Solving the Parkinson’s Puzzle with Dr. Cedric Bardy
Wednesday, 6th September 2023

Solving the Parkinson's puzzle with Dr. Cedric Bardy

In this chat with Dr. Cedric Bardy, Associate Professor at SAHMRI (South Australia Health and Medical Research Institute) and Flinders University, we hear about his study into using live human neurons (brain cells) in a petri dish to examine the biological basis of Parkinson’s disease. The neurons are generated in the lab with non-invasive stem cell technologies. The idea is to prevent overload of electrical activity occurring in patient’s neurons to rescue energy levels, protect further neuronal losses and halt the progression of the disease.

Over 200,000 Australians are currently living with Parkinson’s disease, with a further 38 diagnosed everyday. It’s the fastest growing neurological disorder in the world, and there is still no cure. In our ‘Solving the Parkinson’s Puzzle’ series, we are speaking to leading Australian researchers to find out how their work is helping to slow, stop and ultimately cure Parkinson’s disease.

How is your work helping to solve the Parkinson’s puzzle?

My research team is working to discover ways to stop the progression of Parkinson’s disease. Parkinson’s is a complex disease that effects body movement – but the problem starts in the brain. Our research aims to understand why, and how, these problems start and happen. And ultimately, our goal is to help people with Parkinson’s disease feel better and move more easily.

How would you explain your research to a five-year old?

If I were to explain what I do to my daughter, or a five year old, I would tell her that we are like detectives trying to solve a puzzle. And the missing part of this puzzle is in the brain of people living with Parkinson’s.

How do you go about finding that missing piece of the puzzle?

Now we can’t just open up people’s skulls to find this missing piece, so for the last 10 years in collaboration with other researchers all over the world, we have worked to find ways to reverse engineer the human brain in a petri dish. So now we can take skin cells from someone with Parkinson’s and someone without Parkinson’s, reprogram them into stem cells, and then from those stem cells we can generate any kind of tissue we’re interested in. In this case, specifically brain tissue. So we end up with live human brain tissue from someone with Parkinson’s, and someone without, and we can compare them in a petri dish.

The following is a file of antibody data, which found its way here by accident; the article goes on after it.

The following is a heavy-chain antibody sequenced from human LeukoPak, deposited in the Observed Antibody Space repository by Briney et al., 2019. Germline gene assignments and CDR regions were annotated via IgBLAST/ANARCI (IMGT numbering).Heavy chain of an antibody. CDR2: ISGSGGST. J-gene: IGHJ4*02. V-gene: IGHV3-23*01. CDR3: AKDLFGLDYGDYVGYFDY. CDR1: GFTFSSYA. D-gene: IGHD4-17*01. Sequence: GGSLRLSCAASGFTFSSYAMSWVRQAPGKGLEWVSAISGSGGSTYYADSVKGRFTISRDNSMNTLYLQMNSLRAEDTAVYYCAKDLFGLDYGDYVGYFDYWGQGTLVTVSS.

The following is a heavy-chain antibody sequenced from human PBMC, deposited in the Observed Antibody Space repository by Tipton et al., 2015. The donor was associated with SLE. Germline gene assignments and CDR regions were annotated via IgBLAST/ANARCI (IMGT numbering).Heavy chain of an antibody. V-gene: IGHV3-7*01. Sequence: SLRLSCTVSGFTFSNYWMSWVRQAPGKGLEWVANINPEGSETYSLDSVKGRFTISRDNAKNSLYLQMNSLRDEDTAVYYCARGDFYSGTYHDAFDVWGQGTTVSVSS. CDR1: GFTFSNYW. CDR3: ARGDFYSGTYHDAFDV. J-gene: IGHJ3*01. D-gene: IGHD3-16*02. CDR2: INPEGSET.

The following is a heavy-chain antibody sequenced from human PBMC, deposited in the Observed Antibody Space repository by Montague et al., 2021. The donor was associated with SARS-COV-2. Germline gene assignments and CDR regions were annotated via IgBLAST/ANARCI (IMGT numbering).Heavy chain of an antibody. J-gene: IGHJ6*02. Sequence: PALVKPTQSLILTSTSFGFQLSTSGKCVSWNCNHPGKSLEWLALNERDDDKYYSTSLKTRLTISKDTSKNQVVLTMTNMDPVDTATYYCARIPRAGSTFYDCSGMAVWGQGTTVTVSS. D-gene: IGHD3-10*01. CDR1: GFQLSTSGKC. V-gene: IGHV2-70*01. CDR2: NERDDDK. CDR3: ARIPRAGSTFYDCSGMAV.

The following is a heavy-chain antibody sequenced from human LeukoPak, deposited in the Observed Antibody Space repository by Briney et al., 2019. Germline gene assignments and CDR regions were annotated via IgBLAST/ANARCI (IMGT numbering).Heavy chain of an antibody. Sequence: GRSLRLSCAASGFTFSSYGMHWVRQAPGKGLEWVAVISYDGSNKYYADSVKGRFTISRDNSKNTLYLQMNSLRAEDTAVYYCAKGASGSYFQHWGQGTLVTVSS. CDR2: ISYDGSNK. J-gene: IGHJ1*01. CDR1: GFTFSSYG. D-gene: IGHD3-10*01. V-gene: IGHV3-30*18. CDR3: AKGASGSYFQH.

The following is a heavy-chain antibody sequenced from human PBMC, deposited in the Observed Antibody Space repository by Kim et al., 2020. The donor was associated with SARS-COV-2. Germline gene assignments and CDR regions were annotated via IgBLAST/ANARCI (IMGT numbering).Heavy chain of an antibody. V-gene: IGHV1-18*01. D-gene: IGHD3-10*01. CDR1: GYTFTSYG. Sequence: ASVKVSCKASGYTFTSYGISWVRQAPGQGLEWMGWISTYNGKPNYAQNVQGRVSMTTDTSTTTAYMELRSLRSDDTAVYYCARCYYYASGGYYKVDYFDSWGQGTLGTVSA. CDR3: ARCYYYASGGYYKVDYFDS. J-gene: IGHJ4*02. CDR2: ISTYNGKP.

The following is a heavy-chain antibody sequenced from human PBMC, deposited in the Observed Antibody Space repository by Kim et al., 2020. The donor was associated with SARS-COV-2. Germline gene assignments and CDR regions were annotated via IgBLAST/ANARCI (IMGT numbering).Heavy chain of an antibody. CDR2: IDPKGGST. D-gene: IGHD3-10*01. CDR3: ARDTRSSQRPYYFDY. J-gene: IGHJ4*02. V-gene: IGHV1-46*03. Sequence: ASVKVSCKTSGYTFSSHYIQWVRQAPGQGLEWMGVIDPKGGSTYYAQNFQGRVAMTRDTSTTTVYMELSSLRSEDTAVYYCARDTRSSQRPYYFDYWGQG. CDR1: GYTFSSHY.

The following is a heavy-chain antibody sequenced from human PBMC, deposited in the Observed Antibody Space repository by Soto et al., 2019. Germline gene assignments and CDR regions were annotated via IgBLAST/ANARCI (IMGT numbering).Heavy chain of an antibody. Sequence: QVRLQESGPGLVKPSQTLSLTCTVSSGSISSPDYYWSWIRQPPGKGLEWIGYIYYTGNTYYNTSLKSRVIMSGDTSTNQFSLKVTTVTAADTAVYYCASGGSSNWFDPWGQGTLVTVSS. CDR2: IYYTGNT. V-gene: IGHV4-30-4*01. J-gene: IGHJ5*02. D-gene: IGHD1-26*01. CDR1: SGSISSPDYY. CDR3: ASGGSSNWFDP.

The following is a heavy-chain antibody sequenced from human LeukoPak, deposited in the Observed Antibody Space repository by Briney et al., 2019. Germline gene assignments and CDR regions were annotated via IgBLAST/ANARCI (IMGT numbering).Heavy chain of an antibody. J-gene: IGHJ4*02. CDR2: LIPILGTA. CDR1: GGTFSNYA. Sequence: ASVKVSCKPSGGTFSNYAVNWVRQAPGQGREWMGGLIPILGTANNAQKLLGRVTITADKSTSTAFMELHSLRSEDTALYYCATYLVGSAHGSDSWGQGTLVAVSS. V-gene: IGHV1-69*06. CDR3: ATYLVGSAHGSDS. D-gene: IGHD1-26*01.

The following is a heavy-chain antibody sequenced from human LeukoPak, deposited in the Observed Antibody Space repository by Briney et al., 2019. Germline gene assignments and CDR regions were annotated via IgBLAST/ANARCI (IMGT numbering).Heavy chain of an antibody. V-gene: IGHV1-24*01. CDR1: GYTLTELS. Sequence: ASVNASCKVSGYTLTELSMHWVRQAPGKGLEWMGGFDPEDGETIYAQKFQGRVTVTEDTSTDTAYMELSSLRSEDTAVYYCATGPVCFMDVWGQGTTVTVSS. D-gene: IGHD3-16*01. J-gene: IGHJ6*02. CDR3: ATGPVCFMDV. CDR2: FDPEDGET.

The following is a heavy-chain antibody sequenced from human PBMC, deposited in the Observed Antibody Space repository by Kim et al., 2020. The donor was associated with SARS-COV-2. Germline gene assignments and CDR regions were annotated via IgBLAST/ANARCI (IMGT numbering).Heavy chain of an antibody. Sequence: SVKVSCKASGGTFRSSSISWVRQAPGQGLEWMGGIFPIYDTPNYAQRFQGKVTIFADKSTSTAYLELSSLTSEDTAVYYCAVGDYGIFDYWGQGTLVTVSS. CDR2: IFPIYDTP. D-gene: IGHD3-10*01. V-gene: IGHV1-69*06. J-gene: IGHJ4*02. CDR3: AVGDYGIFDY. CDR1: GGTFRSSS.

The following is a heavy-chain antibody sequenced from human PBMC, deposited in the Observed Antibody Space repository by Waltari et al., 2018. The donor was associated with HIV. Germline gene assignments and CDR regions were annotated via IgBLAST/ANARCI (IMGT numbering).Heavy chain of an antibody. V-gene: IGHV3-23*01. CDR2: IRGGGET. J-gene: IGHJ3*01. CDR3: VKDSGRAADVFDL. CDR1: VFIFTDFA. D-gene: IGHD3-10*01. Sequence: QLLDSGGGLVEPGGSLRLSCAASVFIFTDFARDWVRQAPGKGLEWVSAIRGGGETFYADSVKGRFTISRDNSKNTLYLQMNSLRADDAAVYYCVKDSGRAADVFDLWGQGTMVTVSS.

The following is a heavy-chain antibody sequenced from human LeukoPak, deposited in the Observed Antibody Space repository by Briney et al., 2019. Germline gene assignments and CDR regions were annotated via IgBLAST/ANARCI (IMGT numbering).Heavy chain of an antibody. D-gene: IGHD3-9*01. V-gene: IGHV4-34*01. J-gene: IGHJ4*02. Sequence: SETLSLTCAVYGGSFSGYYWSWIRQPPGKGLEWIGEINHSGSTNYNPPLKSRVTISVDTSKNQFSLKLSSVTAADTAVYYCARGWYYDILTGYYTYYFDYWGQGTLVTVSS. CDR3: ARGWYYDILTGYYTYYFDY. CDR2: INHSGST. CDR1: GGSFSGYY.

The progress we have made in this field is mind blowing and very exciting. We’re getting to the point where we can visualise the brain problems causing Parkinson’s disease, in these patient cells growing in the petri dish. And the beauty is that it can not only help us understand this complex disease, but it also gives us the opportunity to safely test new ideas and drugs on the patient brain avatars – without putting anyone at risk. So this new kind of research lets us test ideas outside the box. For example, right now we’re exploring the potential therapeutic value of specific venoms, finding spiders, snakes and all kinds of venomous species and we can only do that with this kind of model.

What is the next step of your research project?

The goal first is translation, but we need to get it right, and we are doing everything we can to validate our ideas first in patient brain avatars, before moving to clinical trials.

How will your research help someone living with Parkinson’s in 10 years time?

In the next 10 years, I hope obviously we can find a treatment to stop Parkinson’s disease progression, but the truth is we may have already! The challenge is how to make sure we translate these discoveries into clinical use. I believe our research is about to transform how we do clinical trials. Right now it’s still very hard to predict which patients will respond to a drug, and who won’t. This is a huge problem. Because if a drug works on some people, but not the majority, the trial will most likely be deemed unsuccessful, and put aside. So, suppose we better understand the drug mechanism on different individuals. In that case, we could only give the drug to a patient that has the highest chance to benefit from it. The best way to solve this in my opinion, is to integrate a brain avatar model into clinical trials.

In the next few years, I’m confident to predict that we’ll see this creative approach becoming more common practice. And I’m really excited to be a part of it!

How has the funding from Shake It Up helped to make your research a reality?

Obviously, the more resources we have, the faster we can move. Having Shake It Up in our corner, helping us to fund these resources while we scientists focus on the research is tremendous, and super important. For me, it’s not just about the funding that helps us move towards this goal, it’s also the collaboration we’re building with Shake It Up’s team and partners. The collaboration with Shake It Up boosts our motivation, and really helps us to keep thinking outside the box – and thinking bigger, and bigger.

Dr. Cedric Bardy says we're getting to the point of visualising what's causing #Parkinsons, giving scientists opportunities to safely test new ideas and drug treatments Share on X